Rewatching Friends as a youngish person in New York City raises some concerns. On top of rampant homophobic, transphobic, and fat-phobic jokes (the show is a cornucopia of phobias!), the friends in question are meant to represent semi-recent graduates struggling into adulthood, but their interactions suggest a different story. These are people who wander in and out of each other’s apartments, eat breakfast together on weekday mornings, deliver dialogue loudly and clearly as if to an invisible – but audibly laughing – audience. They hardly drink, they don’t use drugs, and they never swear. The men wear their biggest sleep shirts during the day. The overall impression is that the Friends are actually retirees in assisted living.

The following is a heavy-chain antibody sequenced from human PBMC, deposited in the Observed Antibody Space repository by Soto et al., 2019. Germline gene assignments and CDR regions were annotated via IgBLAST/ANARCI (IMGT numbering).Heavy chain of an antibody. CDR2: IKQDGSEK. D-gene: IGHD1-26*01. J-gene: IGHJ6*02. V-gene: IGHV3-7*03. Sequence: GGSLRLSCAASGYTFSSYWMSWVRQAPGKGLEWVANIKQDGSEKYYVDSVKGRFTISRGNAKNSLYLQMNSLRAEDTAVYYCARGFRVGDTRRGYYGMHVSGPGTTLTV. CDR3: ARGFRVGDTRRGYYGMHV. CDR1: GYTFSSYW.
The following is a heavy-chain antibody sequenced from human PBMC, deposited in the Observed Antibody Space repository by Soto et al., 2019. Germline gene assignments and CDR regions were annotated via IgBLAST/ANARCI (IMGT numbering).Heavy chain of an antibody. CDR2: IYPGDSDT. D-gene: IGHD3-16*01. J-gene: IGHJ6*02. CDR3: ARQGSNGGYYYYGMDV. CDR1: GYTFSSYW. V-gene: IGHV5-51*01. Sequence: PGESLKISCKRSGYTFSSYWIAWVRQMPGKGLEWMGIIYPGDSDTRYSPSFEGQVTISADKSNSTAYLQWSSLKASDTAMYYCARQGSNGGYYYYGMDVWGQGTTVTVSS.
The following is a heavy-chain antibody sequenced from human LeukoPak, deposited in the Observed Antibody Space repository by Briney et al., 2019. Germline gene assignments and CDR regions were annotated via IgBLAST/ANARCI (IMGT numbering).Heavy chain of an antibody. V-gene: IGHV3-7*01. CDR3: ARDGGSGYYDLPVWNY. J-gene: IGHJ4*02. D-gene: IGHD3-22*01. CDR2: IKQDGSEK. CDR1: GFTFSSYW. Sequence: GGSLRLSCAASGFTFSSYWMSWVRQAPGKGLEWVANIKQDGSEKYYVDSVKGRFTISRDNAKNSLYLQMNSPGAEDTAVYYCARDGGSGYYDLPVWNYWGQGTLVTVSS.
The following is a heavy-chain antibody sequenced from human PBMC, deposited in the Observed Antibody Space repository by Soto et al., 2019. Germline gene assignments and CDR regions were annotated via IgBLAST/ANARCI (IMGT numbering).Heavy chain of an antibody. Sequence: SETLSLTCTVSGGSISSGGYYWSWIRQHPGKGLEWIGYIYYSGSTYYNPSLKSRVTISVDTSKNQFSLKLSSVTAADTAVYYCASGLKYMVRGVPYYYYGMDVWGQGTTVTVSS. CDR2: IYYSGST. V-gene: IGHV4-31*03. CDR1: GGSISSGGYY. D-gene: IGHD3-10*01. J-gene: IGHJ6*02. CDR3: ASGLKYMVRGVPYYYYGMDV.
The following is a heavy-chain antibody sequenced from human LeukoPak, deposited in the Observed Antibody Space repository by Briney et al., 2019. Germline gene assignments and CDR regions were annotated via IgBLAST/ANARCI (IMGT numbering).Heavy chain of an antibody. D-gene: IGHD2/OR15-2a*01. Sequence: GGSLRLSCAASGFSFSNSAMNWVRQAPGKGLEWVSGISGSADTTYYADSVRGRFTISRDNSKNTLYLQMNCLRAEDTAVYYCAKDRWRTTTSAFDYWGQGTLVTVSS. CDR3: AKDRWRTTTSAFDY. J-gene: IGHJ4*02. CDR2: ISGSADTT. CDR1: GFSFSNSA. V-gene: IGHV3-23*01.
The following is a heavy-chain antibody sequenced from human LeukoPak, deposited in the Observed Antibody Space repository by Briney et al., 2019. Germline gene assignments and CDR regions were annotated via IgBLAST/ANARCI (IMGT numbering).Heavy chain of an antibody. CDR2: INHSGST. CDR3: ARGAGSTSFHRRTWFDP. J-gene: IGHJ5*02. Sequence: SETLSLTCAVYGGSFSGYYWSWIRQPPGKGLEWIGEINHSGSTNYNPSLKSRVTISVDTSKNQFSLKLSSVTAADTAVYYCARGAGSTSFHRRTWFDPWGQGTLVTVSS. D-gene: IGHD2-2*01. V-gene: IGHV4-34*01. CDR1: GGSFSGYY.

As someone who grew up watching squirrels mate in a tree for entertainment, I am confused about how to read Friends, and I tend to drift between two modes of interpretation. One is that “relatability” was simply not something TV strived for in the 90s, and that Friends was sort of a slipstream simulacrum of friendship and city living: A broadcast straight from the uncanny valley. The other interpretation is that it actually does faithfully reflect the way twenty- and thirty-somethings behaved in the 90s, which seems preposterous. People really had best friends in their apartment buildings and hung out with them at all hours of the day. Huh.